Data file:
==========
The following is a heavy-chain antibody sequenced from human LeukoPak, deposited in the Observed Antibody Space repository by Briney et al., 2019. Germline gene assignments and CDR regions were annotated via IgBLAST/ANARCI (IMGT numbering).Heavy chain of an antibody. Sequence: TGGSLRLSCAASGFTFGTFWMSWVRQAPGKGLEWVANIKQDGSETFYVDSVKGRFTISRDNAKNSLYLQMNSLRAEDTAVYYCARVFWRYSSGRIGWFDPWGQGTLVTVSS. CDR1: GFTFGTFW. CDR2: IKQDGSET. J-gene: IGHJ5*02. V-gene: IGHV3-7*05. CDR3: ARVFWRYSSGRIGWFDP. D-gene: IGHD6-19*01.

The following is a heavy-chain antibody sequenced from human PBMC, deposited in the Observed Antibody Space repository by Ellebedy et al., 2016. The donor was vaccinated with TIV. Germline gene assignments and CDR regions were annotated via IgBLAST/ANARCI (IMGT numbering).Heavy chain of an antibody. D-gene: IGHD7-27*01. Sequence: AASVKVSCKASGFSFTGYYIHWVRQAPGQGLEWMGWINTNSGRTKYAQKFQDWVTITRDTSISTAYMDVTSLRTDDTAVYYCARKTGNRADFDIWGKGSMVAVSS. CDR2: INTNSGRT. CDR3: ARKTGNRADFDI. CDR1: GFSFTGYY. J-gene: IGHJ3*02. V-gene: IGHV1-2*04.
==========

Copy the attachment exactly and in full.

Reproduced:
The following is a heavy-chain antibody sequenced from human LeukoPak, deposited in the Observed Antibody Space repository by Briney et al., 2019. Germline gene assignments and CDR regions were annotated via IgBLAST/ANARCI (IMGT numbering).Heavy chain of an antibody. Sequence: TGGSLRLSCAASGFTFGTFWMSWVRQAPGKGLEWVANIKQDGSETFYVDSVKGRFTISRDNAKNSLYLQMNSLRAEDTAVYYCARVFWRYSSGRIGWFDPWGQGTLVTVSS. CDR1: GFTFGTFW. CDR2: IKQDGSET. J-gene: IGHJ5*02. V-gene: IGHV3-7*05. CDR3: ARVFWRYSSGRIGWFDP. D-gene: IGHD6-19*01.

The following is a heavy-chain antibody sequenced from human PBMC, deposited in the Observed Antibody Space repository by Ellebedy et al., 2016. The donor was vaccinated with TIV. Germline gene assignments and CDR regions were annotated via IgBLAST/ANARCI (IMGT numbering).Heavy chain of an antibody. D-gene: IGHD7-27*01. Sequence: AASVKVSCKASGFSFTGYYIHWVRQAPGQGLEWMGWINTNSGRTKYAQKFQDWVTITRDTSISTAYMDVTSLRTDDTAVYYCARKTGNRADFDIWGKGSMVAVSS. CDR2: INTNSGRT. CDR3: ARKTGNRADFDI. CDR1: GFSFTGYY. J-gene: IGHJ3*02. V-gene: IGHV1-2*04.